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'Secret Santa' Hits The Road

Larry Stewart, aka, Secret Santa 11/17/2006
AP
In what might be one of his final forays into the field, the man known for 26 years only as the Secret Santa is taking his goodwill on the road.

Larry Stewart, 58, from the Kansas City suburb of Lee's Summit, Mo., has been handing out $100 bills in impoverished sections of the Chicago area.

Stewart, who made national headlines this month when he revealed his true identity, earned his nickname by giving out thousands of dollars to strangers in need during the holidays.

"We've come all the way from Kansas City to see you, to wish you a Merry Christmas," Stewart told 29-year-old Eric Stewart during a stop Tuesday at a coin-operated laundry before pressing $100 into his hand.

On Wednesday he visited a disabled Chicago police officer in Joliet and then headed for Chicago's southwest side to hand out $100 bills.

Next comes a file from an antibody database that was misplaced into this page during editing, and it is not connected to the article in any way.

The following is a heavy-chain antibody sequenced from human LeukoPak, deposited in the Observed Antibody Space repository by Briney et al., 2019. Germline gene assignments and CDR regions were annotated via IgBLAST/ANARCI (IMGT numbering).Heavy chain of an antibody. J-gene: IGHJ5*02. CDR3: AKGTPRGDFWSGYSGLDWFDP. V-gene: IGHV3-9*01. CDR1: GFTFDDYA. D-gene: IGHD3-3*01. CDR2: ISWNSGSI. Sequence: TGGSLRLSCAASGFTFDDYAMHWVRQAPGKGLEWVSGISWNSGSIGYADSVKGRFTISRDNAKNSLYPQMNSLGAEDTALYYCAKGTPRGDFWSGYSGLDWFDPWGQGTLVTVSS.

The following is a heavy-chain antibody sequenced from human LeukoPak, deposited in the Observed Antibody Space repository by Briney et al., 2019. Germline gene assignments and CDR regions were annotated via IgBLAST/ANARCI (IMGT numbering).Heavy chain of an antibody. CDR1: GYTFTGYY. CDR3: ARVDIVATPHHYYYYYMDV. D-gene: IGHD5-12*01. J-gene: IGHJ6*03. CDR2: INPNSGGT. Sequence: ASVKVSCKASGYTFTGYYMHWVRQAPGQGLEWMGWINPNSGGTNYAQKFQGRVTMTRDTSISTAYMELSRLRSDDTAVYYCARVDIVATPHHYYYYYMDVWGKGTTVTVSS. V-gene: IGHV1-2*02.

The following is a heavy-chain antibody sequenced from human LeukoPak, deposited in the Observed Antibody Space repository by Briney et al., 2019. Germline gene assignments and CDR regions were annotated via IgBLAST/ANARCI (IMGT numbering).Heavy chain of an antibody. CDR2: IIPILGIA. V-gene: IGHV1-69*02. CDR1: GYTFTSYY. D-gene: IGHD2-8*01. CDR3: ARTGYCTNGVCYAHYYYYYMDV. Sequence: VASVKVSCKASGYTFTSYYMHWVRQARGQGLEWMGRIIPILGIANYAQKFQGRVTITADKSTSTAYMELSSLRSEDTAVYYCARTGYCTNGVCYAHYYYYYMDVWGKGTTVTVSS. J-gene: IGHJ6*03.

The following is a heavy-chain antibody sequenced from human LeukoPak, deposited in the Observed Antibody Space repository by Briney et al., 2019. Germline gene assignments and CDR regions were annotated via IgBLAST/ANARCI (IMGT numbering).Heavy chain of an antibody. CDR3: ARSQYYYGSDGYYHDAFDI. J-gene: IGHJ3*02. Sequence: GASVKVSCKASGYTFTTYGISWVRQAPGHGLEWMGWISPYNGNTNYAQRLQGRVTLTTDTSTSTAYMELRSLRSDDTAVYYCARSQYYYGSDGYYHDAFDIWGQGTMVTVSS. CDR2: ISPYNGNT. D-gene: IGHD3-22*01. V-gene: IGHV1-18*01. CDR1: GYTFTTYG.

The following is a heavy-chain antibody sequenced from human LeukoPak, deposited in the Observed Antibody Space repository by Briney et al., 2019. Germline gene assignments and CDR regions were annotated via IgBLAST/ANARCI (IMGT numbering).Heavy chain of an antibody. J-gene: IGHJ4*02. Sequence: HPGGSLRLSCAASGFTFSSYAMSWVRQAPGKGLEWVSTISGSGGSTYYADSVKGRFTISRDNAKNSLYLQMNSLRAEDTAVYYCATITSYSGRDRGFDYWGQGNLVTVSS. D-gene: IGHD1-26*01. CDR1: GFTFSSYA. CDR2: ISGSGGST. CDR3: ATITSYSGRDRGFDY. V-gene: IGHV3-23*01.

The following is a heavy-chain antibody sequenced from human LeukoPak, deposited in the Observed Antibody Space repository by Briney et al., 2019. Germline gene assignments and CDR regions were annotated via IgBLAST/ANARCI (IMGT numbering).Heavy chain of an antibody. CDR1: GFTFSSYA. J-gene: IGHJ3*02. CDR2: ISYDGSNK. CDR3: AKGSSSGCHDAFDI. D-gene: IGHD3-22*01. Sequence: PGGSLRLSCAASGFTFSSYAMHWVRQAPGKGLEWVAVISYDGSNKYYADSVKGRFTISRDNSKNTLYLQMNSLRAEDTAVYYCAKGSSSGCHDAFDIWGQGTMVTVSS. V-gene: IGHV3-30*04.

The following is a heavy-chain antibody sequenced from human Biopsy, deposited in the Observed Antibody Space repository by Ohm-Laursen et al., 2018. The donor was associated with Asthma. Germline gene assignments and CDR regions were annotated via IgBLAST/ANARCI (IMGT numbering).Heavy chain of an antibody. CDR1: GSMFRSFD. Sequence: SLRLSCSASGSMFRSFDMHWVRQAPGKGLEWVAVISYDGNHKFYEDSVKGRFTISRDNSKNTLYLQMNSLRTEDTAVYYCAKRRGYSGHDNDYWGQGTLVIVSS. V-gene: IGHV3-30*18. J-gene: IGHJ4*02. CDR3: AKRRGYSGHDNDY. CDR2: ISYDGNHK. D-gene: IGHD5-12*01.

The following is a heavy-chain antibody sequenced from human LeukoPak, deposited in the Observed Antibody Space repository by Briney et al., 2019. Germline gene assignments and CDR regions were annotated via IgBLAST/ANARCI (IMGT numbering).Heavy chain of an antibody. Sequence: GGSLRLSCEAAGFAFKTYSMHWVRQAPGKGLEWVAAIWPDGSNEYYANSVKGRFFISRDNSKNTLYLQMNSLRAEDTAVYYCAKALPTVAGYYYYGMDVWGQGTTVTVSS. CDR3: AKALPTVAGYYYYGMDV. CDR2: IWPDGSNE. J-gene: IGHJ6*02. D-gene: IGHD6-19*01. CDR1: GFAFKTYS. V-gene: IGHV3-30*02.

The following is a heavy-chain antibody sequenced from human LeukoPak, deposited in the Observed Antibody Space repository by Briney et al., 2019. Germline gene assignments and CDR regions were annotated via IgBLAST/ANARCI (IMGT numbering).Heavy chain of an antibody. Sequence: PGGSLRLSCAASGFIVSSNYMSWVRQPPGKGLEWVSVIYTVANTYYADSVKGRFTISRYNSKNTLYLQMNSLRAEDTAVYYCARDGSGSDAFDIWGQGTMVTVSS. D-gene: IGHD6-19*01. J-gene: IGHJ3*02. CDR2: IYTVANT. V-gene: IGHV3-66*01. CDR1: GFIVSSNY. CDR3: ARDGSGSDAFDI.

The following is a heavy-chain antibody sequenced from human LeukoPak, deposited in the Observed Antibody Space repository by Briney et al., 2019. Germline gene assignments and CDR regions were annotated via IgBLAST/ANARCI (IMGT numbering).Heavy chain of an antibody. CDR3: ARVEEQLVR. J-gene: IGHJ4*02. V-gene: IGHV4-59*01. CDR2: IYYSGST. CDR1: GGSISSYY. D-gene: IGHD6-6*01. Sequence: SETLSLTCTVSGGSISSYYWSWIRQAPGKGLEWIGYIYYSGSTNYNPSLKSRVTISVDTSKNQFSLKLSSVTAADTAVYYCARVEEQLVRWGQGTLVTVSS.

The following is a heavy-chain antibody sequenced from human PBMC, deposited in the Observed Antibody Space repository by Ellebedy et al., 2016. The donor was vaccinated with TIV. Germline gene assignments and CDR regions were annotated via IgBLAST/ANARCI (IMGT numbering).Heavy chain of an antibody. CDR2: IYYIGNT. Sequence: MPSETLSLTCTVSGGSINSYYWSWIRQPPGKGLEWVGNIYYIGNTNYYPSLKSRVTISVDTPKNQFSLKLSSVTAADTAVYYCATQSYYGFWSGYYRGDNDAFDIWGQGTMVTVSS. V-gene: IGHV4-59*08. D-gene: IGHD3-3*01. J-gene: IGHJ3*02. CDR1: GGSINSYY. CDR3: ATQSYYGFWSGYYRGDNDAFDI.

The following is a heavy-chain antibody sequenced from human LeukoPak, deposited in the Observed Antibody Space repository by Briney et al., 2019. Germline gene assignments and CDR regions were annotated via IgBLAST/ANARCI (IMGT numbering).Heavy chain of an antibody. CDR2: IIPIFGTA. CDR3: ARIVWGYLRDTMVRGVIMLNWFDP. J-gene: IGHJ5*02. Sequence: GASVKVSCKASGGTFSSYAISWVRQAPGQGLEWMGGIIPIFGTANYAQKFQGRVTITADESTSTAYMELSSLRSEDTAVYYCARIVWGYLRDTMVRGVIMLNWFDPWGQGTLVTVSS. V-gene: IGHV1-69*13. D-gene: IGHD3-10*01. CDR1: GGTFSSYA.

"I'm trying to teach my kids that Christmas isn't about toys. It's about giving," said Marquetta Crawford, 29, a mother of three who received the $100 Tuesday when Stewart stopped by her restaurant in a neighborhood full of boarded-up buildings.

The businessman began giving out $5 and $10 bills decades ago. As Stewart made millions in cable television and long-distance telephone service, Secret Santa began passing out $100 bills — sometimes two or three at a time.

Stewart figures he has anonymously given out about $1.3 million over the years.

But the Santa stint may be coming to an end.

Doctors diagnosed Stewart with cancer in April. Now he's being treated aggressive chemotherapy that's stripped away his appetite and energy. He travels to Houston every two weeks to participate in a clinical trial.

With medical costs reaching more than $16,000 a month, he's concerned about his finances and his family.

Stewart hopes his story will instill in others a devotion to kindness while inspiring them to donate their time and money.

With his entourage in tow, Stewart came across a thrift shop, where the group approached Maria Ramirez and her 5-year-old granddaughter.

"I'm crying because I'm happy," said Ramirez, who had just lost her assembly line job. "It's a surprise. A very nice surprise."